For more on the virtue project and links to other interview summaries, please see an earlier post: Behavioural Change: The Way out of this Mess? (for the virtue project)

Related links:

Saturday, July 18, 2009

NEDs - a response to the FT's article on David Walker

Sir David Walker has suggested 39 steps to better corporate governance. Doubling NEDs days from 20-25 per year is one of them. The Financial Times characteristically sees barriers to this great suggestion:

"The calibre of people required and the increased amount of time each will have to dedicate to individual directorships under the proposals will inevitably lead to concerns about whether there is a sufficient supply of mature professionals to fill these roles" (Financial Times, July 18/19 2009, p 13).

Currently it is true that many non executive directors have several positions which means they cannot dedicate themselves properly to all the positions they hold and could not double the days they commit to their NED positions. However, this situation comes about not because companies cannot find good people to be their NEDs but because networks are strong at this level in the business world and people like working with people like them, everyone likes to fill positions with people they can trust, and people who come highly recommended by someone you know are often trustworthy by proxy. Further, selecting people from within trusted network eliminates the time and expense required to do a thorough search. If organisations limit the number of non executive directorships their non execs can hold, each NED will have more time to do a better job. Although there has been a lot of noise about this topic over the years, the reality is that many NEDs still hold too many positions.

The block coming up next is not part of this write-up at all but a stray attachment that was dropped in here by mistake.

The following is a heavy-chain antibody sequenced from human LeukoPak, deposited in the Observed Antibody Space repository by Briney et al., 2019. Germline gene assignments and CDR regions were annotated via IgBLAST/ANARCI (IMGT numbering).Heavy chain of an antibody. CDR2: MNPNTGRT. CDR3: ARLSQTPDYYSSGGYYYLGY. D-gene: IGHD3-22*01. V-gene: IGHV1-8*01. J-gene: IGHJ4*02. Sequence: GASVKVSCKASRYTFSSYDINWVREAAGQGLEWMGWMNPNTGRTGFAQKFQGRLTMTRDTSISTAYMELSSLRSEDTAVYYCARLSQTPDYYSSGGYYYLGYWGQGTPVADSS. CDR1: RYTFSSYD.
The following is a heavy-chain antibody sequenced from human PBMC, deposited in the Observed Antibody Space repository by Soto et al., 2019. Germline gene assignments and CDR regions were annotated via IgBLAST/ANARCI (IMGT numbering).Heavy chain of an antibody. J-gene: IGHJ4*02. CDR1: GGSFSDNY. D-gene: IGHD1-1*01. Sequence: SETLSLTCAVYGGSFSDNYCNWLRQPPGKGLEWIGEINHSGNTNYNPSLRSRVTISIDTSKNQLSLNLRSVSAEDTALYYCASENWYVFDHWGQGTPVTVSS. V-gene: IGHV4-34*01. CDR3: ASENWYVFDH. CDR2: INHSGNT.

The vacancies created by reducing the number of positions NEDs can hold, or doubling their time commitments so they are forced to give up some positions can be filled - easily. The reality is that there is a glut of talented and experienced people to fill these roles who do not have an outlet for their creativity and skills and who cannot get NED positions because they are not in the right networks. There are literally of hundreds of independent consultants many of whom were senior executives in top firms and have opted for whatever reason to work independently. They would be fantastic NEDs. The pool grows bigger when you factor in the women who have held senior positions, who are not working in order to look after their children, and who would love to have a challenging job that only took up 2-3 days a month.

People do not have to have decades of experience in the industry of the company for which they are an NED. That is what the board is for. However, NEDs must have fine minds, they must be able to formulate questions, drive for answers and resist the temptation to cosy up to the CEO and other members of the board. Above all, the Western virtue of courage is what is required: courage to admit when you don't understand something and to make sure you get the answers you need before you take decisions. Given most bankers have admitted they did not understand the instruments they were trading, the only conclusion we can draw is that, even at the NED level, they did not have the courage to admit, in public at least, that they were in the dark.

To the FT and to those who would have the system remain unchanged the message is this: if you use the same people you will have the same answers, the same approaches, and the same problems - whether or not you cut their pay, double their pay, cut their days, or double them. If you always do what you have always done, you will always get what you always got.